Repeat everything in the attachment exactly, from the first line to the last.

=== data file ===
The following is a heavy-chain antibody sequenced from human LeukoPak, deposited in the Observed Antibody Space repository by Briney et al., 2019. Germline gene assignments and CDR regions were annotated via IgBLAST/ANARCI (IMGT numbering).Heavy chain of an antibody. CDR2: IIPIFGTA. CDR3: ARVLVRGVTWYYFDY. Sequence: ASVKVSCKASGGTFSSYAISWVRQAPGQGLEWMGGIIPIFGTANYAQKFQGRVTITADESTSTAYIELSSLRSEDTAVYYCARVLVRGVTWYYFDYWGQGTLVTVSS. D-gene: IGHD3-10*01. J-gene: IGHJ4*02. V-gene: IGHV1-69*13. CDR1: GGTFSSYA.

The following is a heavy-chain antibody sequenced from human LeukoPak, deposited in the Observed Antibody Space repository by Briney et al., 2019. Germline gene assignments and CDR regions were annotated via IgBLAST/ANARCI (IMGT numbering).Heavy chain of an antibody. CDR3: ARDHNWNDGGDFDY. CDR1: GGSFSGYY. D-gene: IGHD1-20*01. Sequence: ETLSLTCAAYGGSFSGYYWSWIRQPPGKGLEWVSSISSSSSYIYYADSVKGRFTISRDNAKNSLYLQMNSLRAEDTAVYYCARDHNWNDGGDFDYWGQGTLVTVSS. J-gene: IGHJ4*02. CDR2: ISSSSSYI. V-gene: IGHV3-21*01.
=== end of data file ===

The following is a heavy-chain antibody sequenced from human LeukoPak, deposited in the Observed Antibody Space repository by Briney et al., 2019. Germline gene assignments and CDR regions were annotated via IgBLAST/ANARCI (IMGT numbering).Heavy chain of an antibody. CDR2: IIPIFGTA. CDR3: ARVLVRGVTWYYFDY. Sequence: ASVKVSCKASGGTFSSYAISWVRQAPGQGLEWMGGIIPIFGTANYAQKFQGRVTITADESTSTAYIELSSLRSEDTAVYYCARVLVRGVTWYYFDYWGQGTLVTVSS. D-gene: IGHD3-10*01. J-gene: IGHJ4*02. V-gene: IGHV1-69*13. CDR1: GGTFSSYA.

The following is a heavy-chain antibody sequenced from human LeukoPak, deposited in the Observed Antibody Space repository by Briney et al., 2019. Germline gene assignments and CDR regions were annotated via IgBLAST/ANARCI (IMGT numbering).Heavy chain of an antibody. CDR3: ARDHNWNDGGDFDY. CDR1: GGSFSGYY. D-gene: IGHD1-20*01. Sequence: ETLSLTCAAYGGSFSGYYWSWIRQPPGKGLEWVSSISSSSSYIYYADSVKGRFTISRDNAKNSLYLQMNSLRAEDTAVYYCARDHNWNDGGDFDYWGQGTLVTVSS. J-gene: IGHJ4*02. CDR2: ISSSSSYI. V-gene: IGHV3-21*01.